Boston Scientific Corp. (NYSE:BSX) got some rare good news in connection with its infamous acquisition of Guidant Corp. when a federal judge denied a bid by Johnson & Johnson (NYSE:JNJ) to revive a $5.5 billion lawsuit against BSX and Abbott (NYSE:ABT) over the Guidant buyout.
Johnson & Johnson sued the Natick, Mass.-based devices giant, its new subsidiary and its rival Abbott in September 2006, accusing the trio of anti-competitive conduct and breach of contract. Guidant originally inked a deal to be acquired by J&J in late 2005, but after a bidding war Boston Scientific took the prioze. Part of that deal required BSX to divest Guidant’s vascular intervention and endovascular businesses to Abbott and to share Guidant’s stent business, according to court documents.
According to the original deal with J&J, however, Guidant could only entertain unsolicited counter-offers and was barred from releasing confidential due-diligence information to any parties except the bona-fide second suitor.
Johnson & Johnson’s suspicions of foul play seemed to be confirmed shortly after the Boston Scientific/Guidant deal was announced, when then-CFO Larry Best told analysts on a conference call that Boston Scientific "had the opportunity to do a certain level of due diligence [on Guidant’s drug-eluting stents business]. Abbott had the opportunity to do a much deeper dive on due diligence.”
Abbott not being a bone-fide second suitor, J&J reasoned, meant Guidant violated the terms of its original deal with Johnson & Johnson by releasing confidential information to Abbott. J&J sued, alleging breach of contract and tortious interference on the part of Abbott and Boston Scientific. Judge Gerald Lynch of the U.S. District Court for Southern New York, who heard the case originally, dismissed the latter charges but allowed the case to go forward on the breach of contract claim. Fast-forward to October 2009, when the case was assigned to Judge Richard Sullivan after Lynch was confirmed for the Second Circuit Court of Appeals, and Johnson & Johnson’s bid to amend its complaint to re-assert the charges against BSX and Abbott and to add allegations to the breach of contract charge.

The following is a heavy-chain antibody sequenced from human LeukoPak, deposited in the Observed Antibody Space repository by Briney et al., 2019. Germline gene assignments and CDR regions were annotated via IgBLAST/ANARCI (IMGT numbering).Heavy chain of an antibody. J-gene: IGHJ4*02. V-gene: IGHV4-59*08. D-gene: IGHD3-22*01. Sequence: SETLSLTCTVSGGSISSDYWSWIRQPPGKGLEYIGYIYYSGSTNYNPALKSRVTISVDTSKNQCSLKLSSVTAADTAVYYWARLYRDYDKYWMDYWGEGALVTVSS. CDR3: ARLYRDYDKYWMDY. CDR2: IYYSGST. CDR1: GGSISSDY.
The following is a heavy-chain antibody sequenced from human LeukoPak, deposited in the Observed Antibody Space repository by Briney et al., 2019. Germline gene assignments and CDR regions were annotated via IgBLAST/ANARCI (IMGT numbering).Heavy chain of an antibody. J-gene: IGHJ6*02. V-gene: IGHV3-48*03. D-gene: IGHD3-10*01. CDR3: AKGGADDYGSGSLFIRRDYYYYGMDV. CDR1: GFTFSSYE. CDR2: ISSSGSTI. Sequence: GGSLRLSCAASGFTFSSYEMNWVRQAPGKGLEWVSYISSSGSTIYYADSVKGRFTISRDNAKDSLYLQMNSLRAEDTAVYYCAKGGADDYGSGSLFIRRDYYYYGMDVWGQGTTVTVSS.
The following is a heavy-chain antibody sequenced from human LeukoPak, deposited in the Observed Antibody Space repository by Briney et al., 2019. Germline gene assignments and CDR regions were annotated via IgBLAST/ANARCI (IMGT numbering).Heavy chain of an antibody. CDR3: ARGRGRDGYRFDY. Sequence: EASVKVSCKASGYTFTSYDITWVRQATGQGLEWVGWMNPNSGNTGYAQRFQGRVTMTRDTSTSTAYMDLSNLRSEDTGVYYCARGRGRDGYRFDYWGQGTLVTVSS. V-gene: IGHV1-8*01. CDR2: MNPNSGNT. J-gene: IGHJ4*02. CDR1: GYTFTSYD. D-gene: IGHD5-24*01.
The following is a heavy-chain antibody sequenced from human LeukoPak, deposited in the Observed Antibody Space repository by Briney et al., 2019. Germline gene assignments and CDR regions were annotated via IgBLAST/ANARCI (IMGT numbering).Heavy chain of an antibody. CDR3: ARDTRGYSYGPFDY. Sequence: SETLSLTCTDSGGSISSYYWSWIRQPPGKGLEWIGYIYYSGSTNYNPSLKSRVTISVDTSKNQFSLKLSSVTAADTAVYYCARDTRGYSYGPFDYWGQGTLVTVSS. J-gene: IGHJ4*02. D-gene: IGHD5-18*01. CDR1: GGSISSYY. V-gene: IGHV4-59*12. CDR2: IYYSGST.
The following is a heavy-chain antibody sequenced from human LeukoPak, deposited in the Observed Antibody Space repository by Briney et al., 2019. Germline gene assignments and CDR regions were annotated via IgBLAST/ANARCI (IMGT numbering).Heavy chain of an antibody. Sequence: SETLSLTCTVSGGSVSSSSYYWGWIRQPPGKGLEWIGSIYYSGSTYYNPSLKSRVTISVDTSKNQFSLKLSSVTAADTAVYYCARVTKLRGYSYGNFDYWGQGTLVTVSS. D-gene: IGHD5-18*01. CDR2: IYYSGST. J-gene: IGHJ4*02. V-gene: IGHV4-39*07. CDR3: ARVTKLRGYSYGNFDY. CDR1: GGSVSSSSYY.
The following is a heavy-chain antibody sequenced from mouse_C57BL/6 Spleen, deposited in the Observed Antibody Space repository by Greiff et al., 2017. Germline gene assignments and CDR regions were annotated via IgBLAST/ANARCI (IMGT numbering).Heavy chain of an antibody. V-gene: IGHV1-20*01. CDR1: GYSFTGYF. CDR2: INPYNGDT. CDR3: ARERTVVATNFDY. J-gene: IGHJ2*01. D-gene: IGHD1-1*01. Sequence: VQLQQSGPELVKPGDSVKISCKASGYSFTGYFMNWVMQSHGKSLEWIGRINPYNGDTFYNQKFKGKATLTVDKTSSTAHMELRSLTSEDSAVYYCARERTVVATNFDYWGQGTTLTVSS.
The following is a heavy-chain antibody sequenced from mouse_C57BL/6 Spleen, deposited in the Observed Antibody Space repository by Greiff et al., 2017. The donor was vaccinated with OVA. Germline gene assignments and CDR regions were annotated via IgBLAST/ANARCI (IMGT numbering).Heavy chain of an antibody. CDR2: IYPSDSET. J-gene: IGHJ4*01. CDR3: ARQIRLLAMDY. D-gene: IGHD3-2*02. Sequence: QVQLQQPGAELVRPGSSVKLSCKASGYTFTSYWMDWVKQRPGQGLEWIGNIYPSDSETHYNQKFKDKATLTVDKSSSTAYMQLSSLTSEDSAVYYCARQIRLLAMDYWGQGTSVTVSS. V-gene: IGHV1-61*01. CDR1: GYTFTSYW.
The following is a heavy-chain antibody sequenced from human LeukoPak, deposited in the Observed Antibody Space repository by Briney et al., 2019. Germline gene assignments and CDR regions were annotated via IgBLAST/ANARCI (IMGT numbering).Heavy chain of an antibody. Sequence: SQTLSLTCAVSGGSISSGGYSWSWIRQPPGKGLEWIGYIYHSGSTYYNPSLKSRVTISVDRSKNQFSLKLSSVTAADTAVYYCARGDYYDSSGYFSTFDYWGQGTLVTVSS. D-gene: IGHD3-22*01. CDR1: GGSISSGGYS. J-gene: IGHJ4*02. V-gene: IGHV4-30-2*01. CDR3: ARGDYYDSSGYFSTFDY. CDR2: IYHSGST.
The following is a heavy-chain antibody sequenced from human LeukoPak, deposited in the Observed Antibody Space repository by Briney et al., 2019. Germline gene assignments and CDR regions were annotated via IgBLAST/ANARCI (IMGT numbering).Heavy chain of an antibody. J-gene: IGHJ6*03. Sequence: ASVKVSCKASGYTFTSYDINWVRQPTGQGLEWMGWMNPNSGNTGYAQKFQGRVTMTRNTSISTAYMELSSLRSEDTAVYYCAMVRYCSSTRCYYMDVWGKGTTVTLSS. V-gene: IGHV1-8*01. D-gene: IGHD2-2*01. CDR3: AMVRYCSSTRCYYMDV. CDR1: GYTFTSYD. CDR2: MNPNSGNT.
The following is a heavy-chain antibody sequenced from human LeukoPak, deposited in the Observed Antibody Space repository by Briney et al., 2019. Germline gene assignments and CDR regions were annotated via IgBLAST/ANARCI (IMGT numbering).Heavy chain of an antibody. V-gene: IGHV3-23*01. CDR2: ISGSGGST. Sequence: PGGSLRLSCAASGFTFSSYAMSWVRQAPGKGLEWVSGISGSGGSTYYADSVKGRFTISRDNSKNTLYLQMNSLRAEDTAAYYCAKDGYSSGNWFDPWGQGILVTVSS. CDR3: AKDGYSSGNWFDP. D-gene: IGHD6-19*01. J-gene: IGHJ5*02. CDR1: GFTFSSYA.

"Plaintiff argues that during discovery it uncovered documents revealing that ‘Boston Scientific and Abbott employed wrongful, deceptive and malicious acts that induced Guidant to breach the Merger Agreement.’ Additionally, Plaintiff argues that these documents provide further support for its claim that Guidant’s breach was willful and material,” according to court documents.
Sullivan disagreed, citing Lynch’s finding that J&J “allege[d] no facts that would make it plausible that Abbott or BSC did anything more underhanded than simply asking Guidant for the due diligence in the course of proposing to Guidant a transaction more advantageous to its shareholders than the deal offered by J&J.”
“Fundamentally, the new allegations in the Amended Complaint do little to cure the defects cited in Judge Lynch’s prior opinion,” Sullivan wrote. “While the Amended Complaint alleges that the agreements related to BSC’s takeover proposal supply the missing underhanded conduct needed to trigger liability, Plaintiff’s theory of the case has evolved little from the theory advanced in the original complaint. Plaintiff’s claim for recovery remains based on the premise that Abbott and BSC wrongfully induced Guidant to provide due diligence to Abbott and then wrongfully concealed such provision from J&J. The documents that form the basis of the new allegations, however, are unexceptional
agreements designed to protect Defendants from each other during the exchange of confidential business information. It is simply not plausible to suggest that the documents themselves, even if misrepresenting Abbott’s status, elevate BSC’s and Abbott’s conduct to a tortious level.”
As for the bid to expand the breach of contract charge against Guidant, Sullivan ruled that J&J did not meet the legal requirements for such an expansion and that granting it would unnecessarily delay the case.
“Plaintiff’s original complaint was filed over three years ago. The interest in closing the pleadings and continuing the discovery process outweighs any benefit in allowing Plaintiff to add unnecessary allegations to its existing cause of action,” he wrote. “Accordingly, Plaintiff’s motion to amend the complaint so as to add new factual allegations against Guidant is denied.”